As well as Hogan and his fellow EPDOs, there is a strong support staff in the Centre of Excellence who work with the senior staff in Leinster Rugby HQ in UCD to ensure that the best practice is used across the board.

From physiotherapy to nutrition to strength and conditioning, the markers and advice is all tailored to improve the habits and tendencies of the players both for their health and for improved performance.

“You couldn’t mention the COE without Dave Fagan, Dave would have been a huge part of the old sub-Academy. He was experienced with the seniors at the time and the Academy but it would have been the sub-Academy when Dave was here going way back to the early-2000s, some amount of players would have gone through that under his watch. It’s hard to envision the place without him.

“On top of him, you have Mark Kenneally, who is the head physio here, he’s a huge part in helping us build that robustness into players so when they go into that senior environment, they’re ready to go and be able to have long careers. Mark has a huge role in that. Alongside Mark then is Lorcan Kavanagh (Academy and Age Grade Physiotherapist), Padraic Phibbs and Luke O’Dea, they work closely with Dave around the S&C programmes that the guys get. This might be their one window to really get a block of physical development that will allow them to prepare for long-term rugby.

“They have a huge job in that, as does Sophie Conroy, our nutritionist, who is just doing brilliant work in helping these growing adults to manage their diet and life around food. It’s such an important part of being a professional player. Eoin Smyth then is our Academy video analyst who plays a key role, making sure we have footage of players in a variety of competitions, and he’s also a key link to clubs for when players are back playing there.

“And then we have rugby staff which includes myself and the other EPDOs (Elite Player Development Officers), Kieran Hallett, Aaron Dundon, and now Adam Griggs who is in my previous role, all overseen by Simon Broughton who has a huge in-depth knowledge of what this process is. So, Simon would be here regularly to make sure we’re on track and we’re all aligned with what’s needed for an Academy player of the future and a senior player of the future.

“We do work closely as well with the Metro Area, Kieran Hurrell and Damien McCabe, well all of the CPDOs (Coach Player Development Officers), but Kieran and Damien would be a big part of the Centre of Excellence. It’s important to mention that we are very tight with the CPDOs and that age-grade club aspect of the Metro as we’re at the heart of that region in Donnybrook.”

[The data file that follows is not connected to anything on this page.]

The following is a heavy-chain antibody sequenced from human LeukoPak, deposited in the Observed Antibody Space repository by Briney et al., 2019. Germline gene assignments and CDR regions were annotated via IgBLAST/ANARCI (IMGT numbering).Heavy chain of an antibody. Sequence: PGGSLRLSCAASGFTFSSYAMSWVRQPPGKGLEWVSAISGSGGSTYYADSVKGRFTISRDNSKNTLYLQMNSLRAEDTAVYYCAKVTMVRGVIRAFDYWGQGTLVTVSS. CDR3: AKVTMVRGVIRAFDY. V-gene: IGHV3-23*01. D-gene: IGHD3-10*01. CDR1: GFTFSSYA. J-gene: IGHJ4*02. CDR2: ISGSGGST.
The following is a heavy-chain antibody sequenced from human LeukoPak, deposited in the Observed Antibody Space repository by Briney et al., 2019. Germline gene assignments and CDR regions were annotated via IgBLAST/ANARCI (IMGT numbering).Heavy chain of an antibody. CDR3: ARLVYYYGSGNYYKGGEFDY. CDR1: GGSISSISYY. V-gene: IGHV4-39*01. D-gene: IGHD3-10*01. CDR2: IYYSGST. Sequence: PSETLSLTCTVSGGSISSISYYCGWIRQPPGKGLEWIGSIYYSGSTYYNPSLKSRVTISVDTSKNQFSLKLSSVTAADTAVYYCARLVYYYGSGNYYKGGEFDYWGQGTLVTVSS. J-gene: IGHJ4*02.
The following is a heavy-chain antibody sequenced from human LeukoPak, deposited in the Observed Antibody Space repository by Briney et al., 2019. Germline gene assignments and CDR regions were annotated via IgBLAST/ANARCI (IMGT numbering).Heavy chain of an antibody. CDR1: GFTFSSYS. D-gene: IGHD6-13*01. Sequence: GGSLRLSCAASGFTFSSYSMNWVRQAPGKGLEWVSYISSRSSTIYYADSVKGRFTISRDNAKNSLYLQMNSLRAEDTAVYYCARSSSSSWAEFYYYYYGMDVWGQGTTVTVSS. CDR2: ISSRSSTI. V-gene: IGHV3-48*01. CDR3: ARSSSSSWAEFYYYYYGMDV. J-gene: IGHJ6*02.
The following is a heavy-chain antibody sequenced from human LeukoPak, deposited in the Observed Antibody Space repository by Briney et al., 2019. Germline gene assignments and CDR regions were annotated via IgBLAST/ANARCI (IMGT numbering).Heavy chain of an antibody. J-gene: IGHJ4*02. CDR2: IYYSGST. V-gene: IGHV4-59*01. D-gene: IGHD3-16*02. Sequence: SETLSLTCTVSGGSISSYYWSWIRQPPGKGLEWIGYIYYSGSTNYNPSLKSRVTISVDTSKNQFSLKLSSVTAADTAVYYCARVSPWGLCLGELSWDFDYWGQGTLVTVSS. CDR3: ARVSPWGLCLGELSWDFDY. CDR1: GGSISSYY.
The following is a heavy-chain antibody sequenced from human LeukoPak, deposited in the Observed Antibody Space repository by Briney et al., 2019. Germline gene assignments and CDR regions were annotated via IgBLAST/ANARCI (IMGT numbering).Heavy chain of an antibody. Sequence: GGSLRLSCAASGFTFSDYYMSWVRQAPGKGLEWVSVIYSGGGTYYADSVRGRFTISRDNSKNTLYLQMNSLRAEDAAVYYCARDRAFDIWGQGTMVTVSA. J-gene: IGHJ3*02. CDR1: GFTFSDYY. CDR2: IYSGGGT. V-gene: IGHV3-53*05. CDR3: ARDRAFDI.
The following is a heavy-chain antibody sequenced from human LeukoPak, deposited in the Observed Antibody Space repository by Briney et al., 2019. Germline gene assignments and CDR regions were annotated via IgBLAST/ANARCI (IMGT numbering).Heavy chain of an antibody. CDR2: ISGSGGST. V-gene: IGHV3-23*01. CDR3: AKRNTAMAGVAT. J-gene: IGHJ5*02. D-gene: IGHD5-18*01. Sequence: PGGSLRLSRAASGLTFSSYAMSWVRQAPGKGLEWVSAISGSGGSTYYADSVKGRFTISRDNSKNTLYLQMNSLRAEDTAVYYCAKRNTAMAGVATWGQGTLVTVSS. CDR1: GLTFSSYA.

Once in the door, that specialist support staff is there to provide players with the best possible conditions to succeed.

But, as Hogan also outlines, sometimes the most important characteristic that he, and the others in the team, can have, is patience.

At the core of it all is that you are dealing with young adults who are going through a transition from school to college, from teenage years to adulthood, and from underage sport to the adult game.

While those are all landmark moments in anyone’s life, they can also be difficult times and prove to be obstacles in both sport and academics if one of those aspects does not go to plan for an individual.

“There would be (markers). We would be flexible in some of those things though. Say, for example, a player isn’t of a certain physical profile right now, we have to be able to allow for that ceiling to be wide or quite high.

“They need to have time and we’ll be patient to allow them to get there. If they have certain characteristics, we have to be patient, to allow them to achieve those other things that they may be lacking. And you also allow for the different environments or different landscapes that players might be in.

“You can’t always have a black and white approach to players who are developing. The constant within it all is the communication with the club or school coaches, the guys who know them much deeper than we would at that early stage.

“You’re really trusting what they see and that’s the beauty of what we have here in Leinster. It’s such a great network of people, that trust each other and have a great track record of bringing players through.

“It’s hugely important to create an environment that the players enjoy. They come away and they get a positive experience of what it’s like to play rugby, what it’s like to be a part of Leinster.